Second Best --- Xaviar’s at Piermont
The truth of the high-end restaurant biz is that it is not so hard to create a good quality restaurant. A clever chef, able decorator, and well-trained servers should do the trick. Creating a remarkable restaurant that soars and that captures the imagination of diners is another matter. I recently shared a fine meal at Peter X. Kelly’s Xaviar’s, the well-regarded restaurant in Piermont (on the west side of the Hudson across the Tappen Zee Bridge on the Palisades).
Xaviar’s is considered by some to be the second best restaurant in north suburban New York (Piermont is in Rockland county right across the Hudson River from Westchester County), following Blue Hill at Stone Barns. This is not exactly being the second best restaurant in Bakersfield or Toledo. I had eaten at Stone Barns shortly previously, and then at Xaviar’s, and the comparison is not fair. Xaviar’s would surely be the best restaurant in Bakersfield or Toledo. It was good – two stars (of four) good, but not poetic. This need to adjudicate quality is at the heart of the critic’s task. Few restaurants stink (certainly Xaviar’s doesn’t) and even fewer are transcendent.
The word that comes to mind in describing Xaviar’s is pleasant – in truth, not a bad word: a pleasant evening out is to be hoped. The room is not luxe, but comfortable (one can easily judge from the restrooms). The staff is friendly and competent, even if one doesn’t have the feeling of being in the hands of professionals, and the menu is engaging.
If one doesn’t select the chef’s tasting menu (we didn’t), one chooses from a four course menu for Seventy Dollars. At restaurants of this class, one begins with an amuse: grilled mackerel on a kimchee crepe with a miso sauce. Bravo. I was impressed that chef de cuisine Kathleen Egan engaged with kimchee. Although this (mild) heat was not characteristic of the evening, it was an amuse that woke up one’s mouth.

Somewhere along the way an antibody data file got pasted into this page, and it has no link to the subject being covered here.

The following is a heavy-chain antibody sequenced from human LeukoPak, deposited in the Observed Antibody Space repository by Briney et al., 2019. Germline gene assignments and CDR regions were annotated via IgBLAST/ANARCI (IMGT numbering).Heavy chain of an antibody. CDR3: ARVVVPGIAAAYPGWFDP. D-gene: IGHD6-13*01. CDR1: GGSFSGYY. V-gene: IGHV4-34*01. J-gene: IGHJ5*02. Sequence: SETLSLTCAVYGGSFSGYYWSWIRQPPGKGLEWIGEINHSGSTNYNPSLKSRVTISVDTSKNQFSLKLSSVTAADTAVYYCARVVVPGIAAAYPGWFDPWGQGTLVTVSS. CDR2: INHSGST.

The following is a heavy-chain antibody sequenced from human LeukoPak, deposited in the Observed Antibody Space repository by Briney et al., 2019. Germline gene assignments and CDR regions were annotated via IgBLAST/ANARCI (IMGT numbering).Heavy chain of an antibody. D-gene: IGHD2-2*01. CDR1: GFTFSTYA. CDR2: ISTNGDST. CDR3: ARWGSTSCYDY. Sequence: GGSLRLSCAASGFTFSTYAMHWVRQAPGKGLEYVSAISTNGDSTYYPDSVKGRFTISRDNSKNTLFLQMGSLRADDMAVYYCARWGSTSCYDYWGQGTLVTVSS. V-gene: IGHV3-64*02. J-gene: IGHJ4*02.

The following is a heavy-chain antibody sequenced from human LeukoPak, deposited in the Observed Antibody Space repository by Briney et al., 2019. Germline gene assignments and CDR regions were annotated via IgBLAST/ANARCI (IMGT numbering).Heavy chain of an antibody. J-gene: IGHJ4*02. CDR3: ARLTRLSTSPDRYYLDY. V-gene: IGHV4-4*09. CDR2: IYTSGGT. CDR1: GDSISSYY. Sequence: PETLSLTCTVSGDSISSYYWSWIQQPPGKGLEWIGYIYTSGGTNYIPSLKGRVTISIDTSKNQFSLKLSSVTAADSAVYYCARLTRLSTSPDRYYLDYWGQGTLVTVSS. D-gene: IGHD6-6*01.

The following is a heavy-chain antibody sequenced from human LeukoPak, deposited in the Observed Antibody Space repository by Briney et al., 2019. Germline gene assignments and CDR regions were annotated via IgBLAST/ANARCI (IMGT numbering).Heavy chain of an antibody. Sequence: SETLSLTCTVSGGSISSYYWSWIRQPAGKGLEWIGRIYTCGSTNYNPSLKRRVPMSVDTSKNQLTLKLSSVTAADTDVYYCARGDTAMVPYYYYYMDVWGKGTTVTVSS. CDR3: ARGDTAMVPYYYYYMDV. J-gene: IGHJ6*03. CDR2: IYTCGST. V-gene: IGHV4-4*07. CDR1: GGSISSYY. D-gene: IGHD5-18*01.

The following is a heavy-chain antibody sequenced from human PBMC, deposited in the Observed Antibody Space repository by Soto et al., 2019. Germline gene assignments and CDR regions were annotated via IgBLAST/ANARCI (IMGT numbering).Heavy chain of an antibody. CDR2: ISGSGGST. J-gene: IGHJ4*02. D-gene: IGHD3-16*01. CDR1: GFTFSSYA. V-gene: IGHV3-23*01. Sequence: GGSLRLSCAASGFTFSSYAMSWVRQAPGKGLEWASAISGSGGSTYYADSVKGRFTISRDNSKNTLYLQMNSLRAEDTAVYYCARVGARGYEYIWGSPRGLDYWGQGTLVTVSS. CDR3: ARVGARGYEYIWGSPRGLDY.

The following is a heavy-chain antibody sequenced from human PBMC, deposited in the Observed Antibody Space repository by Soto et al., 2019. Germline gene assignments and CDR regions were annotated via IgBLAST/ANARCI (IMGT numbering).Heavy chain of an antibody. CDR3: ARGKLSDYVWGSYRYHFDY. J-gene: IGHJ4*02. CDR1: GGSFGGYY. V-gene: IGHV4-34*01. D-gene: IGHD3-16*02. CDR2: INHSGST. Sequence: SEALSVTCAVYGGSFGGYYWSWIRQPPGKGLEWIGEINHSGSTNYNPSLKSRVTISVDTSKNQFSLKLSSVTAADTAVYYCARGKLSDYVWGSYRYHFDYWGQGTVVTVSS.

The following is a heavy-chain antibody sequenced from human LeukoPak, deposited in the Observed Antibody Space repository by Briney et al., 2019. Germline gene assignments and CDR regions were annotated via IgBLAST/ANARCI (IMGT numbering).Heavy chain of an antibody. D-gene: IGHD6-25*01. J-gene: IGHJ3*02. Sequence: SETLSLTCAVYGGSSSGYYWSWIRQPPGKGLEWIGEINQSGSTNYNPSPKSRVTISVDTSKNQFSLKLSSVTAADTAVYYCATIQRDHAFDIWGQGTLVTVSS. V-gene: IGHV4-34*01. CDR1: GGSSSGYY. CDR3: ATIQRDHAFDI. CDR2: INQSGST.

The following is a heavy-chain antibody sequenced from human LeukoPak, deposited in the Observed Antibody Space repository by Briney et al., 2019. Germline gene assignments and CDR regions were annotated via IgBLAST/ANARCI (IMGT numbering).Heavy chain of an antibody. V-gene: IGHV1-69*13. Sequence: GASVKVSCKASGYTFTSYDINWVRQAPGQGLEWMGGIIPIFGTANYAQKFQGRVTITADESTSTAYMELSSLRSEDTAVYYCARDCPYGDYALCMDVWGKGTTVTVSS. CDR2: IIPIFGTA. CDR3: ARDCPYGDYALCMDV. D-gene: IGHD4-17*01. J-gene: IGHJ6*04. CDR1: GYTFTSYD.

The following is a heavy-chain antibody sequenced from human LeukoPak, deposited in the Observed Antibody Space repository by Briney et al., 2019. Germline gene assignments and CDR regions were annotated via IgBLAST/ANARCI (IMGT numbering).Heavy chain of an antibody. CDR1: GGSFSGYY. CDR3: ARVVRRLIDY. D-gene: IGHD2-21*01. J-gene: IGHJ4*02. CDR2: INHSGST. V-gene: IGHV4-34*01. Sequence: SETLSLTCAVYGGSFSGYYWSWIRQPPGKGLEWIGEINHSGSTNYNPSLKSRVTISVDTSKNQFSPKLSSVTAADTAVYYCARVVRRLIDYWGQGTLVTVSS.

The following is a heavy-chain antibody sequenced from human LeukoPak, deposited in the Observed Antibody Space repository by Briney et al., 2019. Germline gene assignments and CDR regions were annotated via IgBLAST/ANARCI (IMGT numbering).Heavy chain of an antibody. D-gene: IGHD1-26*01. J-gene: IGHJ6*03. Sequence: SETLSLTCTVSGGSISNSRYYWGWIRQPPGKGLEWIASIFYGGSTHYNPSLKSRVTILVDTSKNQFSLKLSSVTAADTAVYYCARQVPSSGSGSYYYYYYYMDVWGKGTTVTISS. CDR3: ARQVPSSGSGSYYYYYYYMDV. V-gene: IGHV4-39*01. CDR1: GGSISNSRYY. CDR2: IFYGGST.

The first course, Seared Maine Diver Scallops with Braised Fennel and Hibiscus Glaze, was a nice starter. Perhaps the glaze was slightly sweet and the scallops were good but not astonishing. Still, the fennel added a surprising and pleasing spicy note. Fundamentally it was a straight-forward dish (i.e., had I the inspiration I could have prepared it), but it was a happy start.
This was followed by the seafood course for which I selected Spaghetti Chittarra with Jumbo Lump Crabmeat, Green Onions, and Toasted Bread Crumbs. While the crabmeat was generous and sweet, I found the dish somewhat bland. Too quiet for a restaurant with aspirations. It was less subtle than muted. My companion’s Macadamia Nut Crusted Ahi Tuna with a Cucumber/Seaweed Salad was well-cooked with a lovely tart salad. Not an elaborate dish, but a very satisfying one.
Third course was a brined and oven roasted Hudson Valley Chicken with mushroom wild rice and organic baby carrots. The sauce was an overly thick Madeira/morel sauce. The chicken was nicely moist, although I wished that the skin that was served had been crisp. The wild rice was not distinctive, and the carrots, although fine, could not compete with those of Blue Hill’s farm.
For dessert, I chose the Hot Cherry Souffle with Cherry Sauce and Lemon Sorbet. This was an excellent close. Presented as a soufflé should be, each bite was infused with cherry essence. With the exception of the amuse, it was the highpoint of the meal. The sorbet was a pleasing accompaniment.
Xaviar’s at Piermont is a worthy restaurant. Whether it is second-best in the suburbs north of New York City I cannot say, but it would be in that mid-range of nice Manhattan restaurants. Sadly on this lovely Friday night in September, the restaurant was startlingly underbooked. We were not alone, but the number of filled tables could be counted on one hand. Perhaps Xaviar’s day has passed or perhaps good is simply not good enough in the burg of Piermont.
506 Piermont Avenue
Piermont, New York
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